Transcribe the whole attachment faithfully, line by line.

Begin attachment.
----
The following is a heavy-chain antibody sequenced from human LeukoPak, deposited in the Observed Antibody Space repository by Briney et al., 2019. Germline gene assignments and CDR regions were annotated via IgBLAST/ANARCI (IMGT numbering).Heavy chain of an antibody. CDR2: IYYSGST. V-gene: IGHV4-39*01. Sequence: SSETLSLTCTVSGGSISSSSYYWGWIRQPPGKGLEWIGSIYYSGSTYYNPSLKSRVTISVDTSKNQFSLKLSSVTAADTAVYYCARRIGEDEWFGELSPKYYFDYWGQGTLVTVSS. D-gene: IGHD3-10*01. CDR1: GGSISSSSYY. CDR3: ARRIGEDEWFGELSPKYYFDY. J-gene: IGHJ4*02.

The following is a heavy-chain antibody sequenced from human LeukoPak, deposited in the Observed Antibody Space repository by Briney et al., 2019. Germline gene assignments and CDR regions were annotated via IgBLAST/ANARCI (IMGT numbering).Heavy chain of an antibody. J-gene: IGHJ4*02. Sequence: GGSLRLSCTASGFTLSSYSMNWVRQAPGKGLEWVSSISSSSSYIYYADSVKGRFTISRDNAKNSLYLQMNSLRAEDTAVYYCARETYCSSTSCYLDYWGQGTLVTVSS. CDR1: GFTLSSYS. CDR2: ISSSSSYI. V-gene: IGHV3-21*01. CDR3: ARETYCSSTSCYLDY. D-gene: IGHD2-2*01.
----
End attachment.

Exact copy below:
The following is a heavy-chain antibody sequenced from human LeukoPak, deposited in the Observed Antibody Space repository by Briney et al., 2019. Germline gene assignments and CDR regions were annotated via IgBLAST/ANARCI (IMGT numbering).Heavy chain of an antibody. CDR2: IYYSGST. V-gene: IGHV4-39*01. Sequence: SSETLSLTCTVSGGSISSSSYYWGWIRQPPGKGLEWIGSIYYSGSTYYNPSLKSRVTISVDTSKNQFSLKLSSVTAADTAVYYCARRIGEDEWFGELSPKYYFDYWGQGTLVTVSS. D-gene: IGHD3-10*01. CDR1: GGSISSSSYY. CDR3: ARRIGEDEWFGELSPKYYFDY. J-gene: IGHJ4*02.

The following is a heavy-chain antibody sequenced from human LeukoPak, deposited in the Observed Antibody Space repository by Briney et al., 2019. Germline gene assignments and CDR regions were annotated via IgBLAST/ANARCI (IMGT numbering).Heavy chain of an antibody. J-gene: IGHJ4*02. Sequence: GGSLRLSCTASGFTLSSYSMNWVRQAPGKGLEWVSSISSSSSYIYYADSVKGRFTISRDNAKNSLYLQMNSLRAEDTAVYYCARETYCSSTSCYLDYWGQGTLVTVSS. CDR1: GFTLSSYS. CDR2: ISSSSSYI. V-gene: IGHV3-21*01. CDR3: ARETYCSSTSCYLDY. D-gene: IGHD2-2*01.